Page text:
New watchdog for aged care promises to ensure nursing homes are up to standard
A new watchdog for aged care begins operating today, and promises more random checks and audits of nursing homes.
The Aged Care Quality and Safety Commission has been set up in the wake of a series of scandals involving the mistreatment of elderly residents, which sparked a royal commission into the sector.
The revelations of the abuse and neglect of residents at the Oakden aged care facility in South Australia were shocking when they came to light.
A key recommendation from the South Australian review was for the Commonwealth to merge the body in charge of accrediting nursing homes with the body that dealt with complaints about them.
Commissioner Janet Anderson, the woman in charge of the newly formed Aged Care Quality and Safety Commission, said the body would provide a one-stop shop for older people and their relatives who had questions or concerns about an aged care provider.
“More than $48 million is being used to ramp up compliance checks and risk management, including the recruitment of additional compliance officers or quality surveyors and complaints officers,” she said.
More staff, better paid staff
Ian Yates, head of the Council on the Ageing, said having one central group looking after quality standards and complaints would be easier for consumers and families.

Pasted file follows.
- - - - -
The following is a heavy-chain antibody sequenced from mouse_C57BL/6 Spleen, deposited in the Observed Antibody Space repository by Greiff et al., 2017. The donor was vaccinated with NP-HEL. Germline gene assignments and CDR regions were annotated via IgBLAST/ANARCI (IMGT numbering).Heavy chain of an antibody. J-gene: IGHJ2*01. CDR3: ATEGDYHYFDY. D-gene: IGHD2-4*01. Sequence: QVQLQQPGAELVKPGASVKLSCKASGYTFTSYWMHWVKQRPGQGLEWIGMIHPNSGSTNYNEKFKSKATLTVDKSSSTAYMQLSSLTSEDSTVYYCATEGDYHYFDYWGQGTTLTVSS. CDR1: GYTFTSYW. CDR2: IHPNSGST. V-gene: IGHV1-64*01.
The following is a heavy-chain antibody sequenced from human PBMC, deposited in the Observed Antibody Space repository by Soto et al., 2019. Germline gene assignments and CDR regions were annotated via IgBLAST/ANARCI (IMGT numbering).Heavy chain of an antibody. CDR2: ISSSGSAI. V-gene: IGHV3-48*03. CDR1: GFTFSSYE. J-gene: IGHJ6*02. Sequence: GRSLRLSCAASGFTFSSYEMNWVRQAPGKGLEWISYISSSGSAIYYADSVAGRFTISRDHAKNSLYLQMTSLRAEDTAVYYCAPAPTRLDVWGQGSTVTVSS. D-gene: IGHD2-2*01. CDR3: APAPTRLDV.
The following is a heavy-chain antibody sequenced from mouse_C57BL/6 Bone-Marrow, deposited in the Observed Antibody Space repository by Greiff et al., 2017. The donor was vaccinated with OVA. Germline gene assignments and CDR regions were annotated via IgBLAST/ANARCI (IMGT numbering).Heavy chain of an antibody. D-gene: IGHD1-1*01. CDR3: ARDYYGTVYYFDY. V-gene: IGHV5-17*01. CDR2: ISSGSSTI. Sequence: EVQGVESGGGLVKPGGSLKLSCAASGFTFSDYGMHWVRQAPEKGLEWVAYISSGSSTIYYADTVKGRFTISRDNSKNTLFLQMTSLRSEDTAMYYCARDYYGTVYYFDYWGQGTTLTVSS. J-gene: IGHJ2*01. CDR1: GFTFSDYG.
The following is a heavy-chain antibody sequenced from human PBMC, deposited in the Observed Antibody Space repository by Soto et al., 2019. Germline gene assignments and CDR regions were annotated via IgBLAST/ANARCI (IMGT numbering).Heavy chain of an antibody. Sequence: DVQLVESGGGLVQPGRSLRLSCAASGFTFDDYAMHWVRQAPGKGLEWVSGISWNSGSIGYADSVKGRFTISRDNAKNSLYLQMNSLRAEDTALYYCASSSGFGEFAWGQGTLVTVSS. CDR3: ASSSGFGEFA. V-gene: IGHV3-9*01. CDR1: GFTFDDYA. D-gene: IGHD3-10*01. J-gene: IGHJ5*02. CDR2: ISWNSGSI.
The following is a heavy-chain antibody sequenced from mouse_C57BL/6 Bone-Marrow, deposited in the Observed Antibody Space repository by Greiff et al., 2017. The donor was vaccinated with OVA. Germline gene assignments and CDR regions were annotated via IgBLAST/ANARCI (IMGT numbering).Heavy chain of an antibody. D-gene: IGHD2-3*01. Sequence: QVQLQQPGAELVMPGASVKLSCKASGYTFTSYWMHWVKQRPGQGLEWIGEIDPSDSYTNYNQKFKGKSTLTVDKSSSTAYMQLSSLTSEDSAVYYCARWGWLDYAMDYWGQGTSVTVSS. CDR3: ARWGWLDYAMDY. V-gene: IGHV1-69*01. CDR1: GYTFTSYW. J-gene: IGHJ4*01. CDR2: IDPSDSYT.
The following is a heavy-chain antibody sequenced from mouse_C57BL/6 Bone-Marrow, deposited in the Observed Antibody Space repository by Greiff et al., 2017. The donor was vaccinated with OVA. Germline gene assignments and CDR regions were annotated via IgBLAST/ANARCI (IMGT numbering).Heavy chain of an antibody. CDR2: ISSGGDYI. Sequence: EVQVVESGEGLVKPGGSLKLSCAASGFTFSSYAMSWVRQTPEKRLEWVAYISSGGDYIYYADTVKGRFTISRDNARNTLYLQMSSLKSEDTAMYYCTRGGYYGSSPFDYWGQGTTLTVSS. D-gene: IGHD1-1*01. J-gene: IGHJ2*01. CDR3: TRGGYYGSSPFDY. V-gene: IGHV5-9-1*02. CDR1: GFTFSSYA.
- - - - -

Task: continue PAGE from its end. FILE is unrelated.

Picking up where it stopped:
“[Then] you can’t fall between the cracks of different government agencies,” he said.
He said having better staff was more important than more staff.
“What we want to see is improved quality of training, improved recruitment, new career paths and more staff and better paid staff across aged care.”
It will look in to the quality of aged care, including how to best help those with dementia and disabilities and how to improve the workforce.
With more than 1 million older Australians getting support, having enough aged care workers who are well qualified is a challenge.
Some families want nursing homes to be forced to have more staff.
But Ms Anderson is not sure about that.
“I think we need to be careful not to reach for it as the panacea, but I am very open to a conversation,” she said.
The royal commission into aged care will deliver an interim report in October and a final report in early 2020.